Thus, Jake goes on a truly fantastical, magical journey through time—literally time-traveling, another familiar element treated with originality and respect in this film, much like time travel was used in an equally effective manner in 2016’s “Alice Through the Looking Glass,” itself a sequel to Burton’s hugely successful “Alice in Wonderland”—and Jake, with Abraham’s help, finds himself in a distant land at, well, Miss Peregrine’s Home for Peculiar Children!  It is there that Jake learns that his destiny and Abraham’s destiny are closed tied to the destinies of the home’s residents, a collection of lovable—yes, lovable—children with various, interesting—and quite peculiar talents, skills and abilities.  It would be a spoiler to reveal the adorable kids’ unique traits, but they are unique, as presented in this film, and the kids are presented as approachable, smart and grounded kids who do not abuse their abilities, but learn to live with them—with much thanks to the motherly, caring and protective leadership, guidance, education and parenting of the also-lovable Miss Peregrine, played with a combination of sternness, toughness, fantasy, humor and sentiment by the wonderful Eva Green, who fills the screen with beauty, presence, likeability, mystery and intelligence.  Her performance, along with Stamp’s and Butterfield’s, helps anchor the film solidly and impressively.  But they are also always complemented by the kids who play the Peculiars.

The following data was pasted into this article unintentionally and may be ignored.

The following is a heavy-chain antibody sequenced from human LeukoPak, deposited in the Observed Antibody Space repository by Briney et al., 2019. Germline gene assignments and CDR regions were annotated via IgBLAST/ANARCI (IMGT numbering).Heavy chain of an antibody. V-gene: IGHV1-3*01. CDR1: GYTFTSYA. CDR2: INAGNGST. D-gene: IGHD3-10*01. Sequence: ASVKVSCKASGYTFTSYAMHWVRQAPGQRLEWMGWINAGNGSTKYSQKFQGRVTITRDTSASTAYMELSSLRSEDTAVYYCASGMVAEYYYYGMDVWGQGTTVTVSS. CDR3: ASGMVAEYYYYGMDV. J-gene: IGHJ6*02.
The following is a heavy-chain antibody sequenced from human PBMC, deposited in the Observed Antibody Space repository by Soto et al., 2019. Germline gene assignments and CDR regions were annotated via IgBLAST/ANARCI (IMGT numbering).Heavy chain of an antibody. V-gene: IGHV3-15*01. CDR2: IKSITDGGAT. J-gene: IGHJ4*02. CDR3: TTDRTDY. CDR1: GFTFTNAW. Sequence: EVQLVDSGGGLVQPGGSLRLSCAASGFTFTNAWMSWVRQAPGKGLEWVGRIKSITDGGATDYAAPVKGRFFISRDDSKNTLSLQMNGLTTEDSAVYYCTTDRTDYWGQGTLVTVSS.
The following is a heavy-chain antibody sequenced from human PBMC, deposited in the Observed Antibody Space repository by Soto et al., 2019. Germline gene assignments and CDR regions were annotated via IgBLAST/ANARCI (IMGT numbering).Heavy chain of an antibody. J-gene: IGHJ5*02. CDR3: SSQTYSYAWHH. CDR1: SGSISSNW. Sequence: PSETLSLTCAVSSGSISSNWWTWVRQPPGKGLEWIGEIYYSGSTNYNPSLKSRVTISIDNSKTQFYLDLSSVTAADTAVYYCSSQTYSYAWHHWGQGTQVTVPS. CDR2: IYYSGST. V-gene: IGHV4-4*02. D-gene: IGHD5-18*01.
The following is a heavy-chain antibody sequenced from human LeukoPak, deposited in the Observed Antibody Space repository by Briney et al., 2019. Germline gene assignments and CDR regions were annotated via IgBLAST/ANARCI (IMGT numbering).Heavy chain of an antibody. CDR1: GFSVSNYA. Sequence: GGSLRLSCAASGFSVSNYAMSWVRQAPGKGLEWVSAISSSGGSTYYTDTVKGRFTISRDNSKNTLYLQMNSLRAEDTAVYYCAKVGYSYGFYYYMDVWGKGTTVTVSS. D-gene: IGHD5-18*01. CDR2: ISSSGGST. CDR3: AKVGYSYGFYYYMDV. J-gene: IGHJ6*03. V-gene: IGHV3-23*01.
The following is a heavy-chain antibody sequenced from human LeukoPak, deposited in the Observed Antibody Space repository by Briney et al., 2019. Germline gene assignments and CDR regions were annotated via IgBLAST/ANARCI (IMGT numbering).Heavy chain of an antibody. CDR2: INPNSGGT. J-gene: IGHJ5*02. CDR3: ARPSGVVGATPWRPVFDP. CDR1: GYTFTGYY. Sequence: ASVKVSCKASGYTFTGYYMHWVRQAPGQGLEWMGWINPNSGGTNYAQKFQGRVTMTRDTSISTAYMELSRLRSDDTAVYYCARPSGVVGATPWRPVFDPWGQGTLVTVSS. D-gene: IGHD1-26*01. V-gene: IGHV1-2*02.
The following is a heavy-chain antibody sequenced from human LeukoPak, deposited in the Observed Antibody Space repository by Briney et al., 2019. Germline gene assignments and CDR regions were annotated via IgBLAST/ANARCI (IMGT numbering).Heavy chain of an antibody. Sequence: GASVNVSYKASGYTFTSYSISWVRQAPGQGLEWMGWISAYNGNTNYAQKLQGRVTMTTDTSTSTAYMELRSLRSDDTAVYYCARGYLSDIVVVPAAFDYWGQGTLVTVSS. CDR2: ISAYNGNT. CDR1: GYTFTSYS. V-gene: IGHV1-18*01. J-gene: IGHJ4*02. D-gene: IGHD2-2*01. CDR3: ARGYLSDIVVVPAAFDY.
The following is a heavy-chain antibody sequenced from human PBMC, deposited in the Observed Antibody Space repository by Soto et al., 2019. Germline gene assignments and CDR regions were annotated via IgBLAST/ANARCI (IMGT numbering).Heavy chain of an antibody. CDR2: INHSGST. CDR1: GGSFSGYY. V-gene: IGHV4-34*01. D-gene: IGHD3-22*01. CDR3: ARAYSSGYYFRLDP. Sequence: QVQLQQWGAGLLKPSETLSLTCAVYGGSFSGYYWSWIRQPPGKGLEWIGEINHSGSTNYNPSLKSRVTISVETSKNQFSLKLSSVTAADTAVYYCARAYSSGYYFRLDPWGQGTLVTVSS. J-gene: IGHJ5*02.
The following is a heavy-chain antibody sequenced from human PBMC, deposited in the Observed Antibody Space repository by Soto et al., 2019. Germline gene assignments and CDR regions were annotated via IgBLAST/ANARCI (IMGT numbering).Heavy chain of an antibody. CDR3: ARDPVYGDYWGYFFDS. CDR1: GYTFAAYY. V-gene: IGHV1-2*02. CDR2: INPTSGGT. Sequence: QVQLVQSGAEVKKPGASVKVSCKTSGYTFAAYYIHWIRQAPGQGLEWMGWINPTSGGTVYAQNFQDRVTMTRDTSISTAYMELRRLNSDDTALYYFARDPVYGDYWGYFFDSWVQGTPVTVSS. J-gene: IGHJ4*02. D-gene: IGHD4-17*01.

The actors playing the children at the home act and deliver their lines and action in a welcome controlled manner, and characters are also grounded and smart and in-control—with the exception of one jealous, somewhat hot-headed teen male character, who is still smart and caring at his care—and the children, known as Peculiars, know just when and how to use their particular peculiarities.  It is this constraint and intelligence in the child characters that make them so lovable.

“They just discover some creative uses for their abilities in certain situations,” says executive producer Derek Frey, in the studio’s production notes.

“These children would be seen as freaks and would be persecuted in the outside world,” notes Green, who so beautifully plays Miss Peregrine.  “In the remote island where they live and thrive, their ‘strangeness’ is celebrated as something special and beautiful.”

Of course, what better director to direct a film with these ideas, ideals and messages than Tim Burton, who was treated differently when he was a kid; who has always been seen by some folks as somewhat of an outsider, even though he’s a hugely successful, high-grossing, powerful film director, producer and writer; who can present unique and different visions on screen; and whose sense of magic, wonder and imagination perfectly match the fantastical world of the book and film.

“As a child you never really forget those feelings of being different,” Burton told the studio.  “They stay with you forever.  I was branded as being ‘peculiar’ because as a child I loved monster movies.  So you go through things like that in your childhood and sometimes even later in life.  There are a lot of people out there who feel that way.”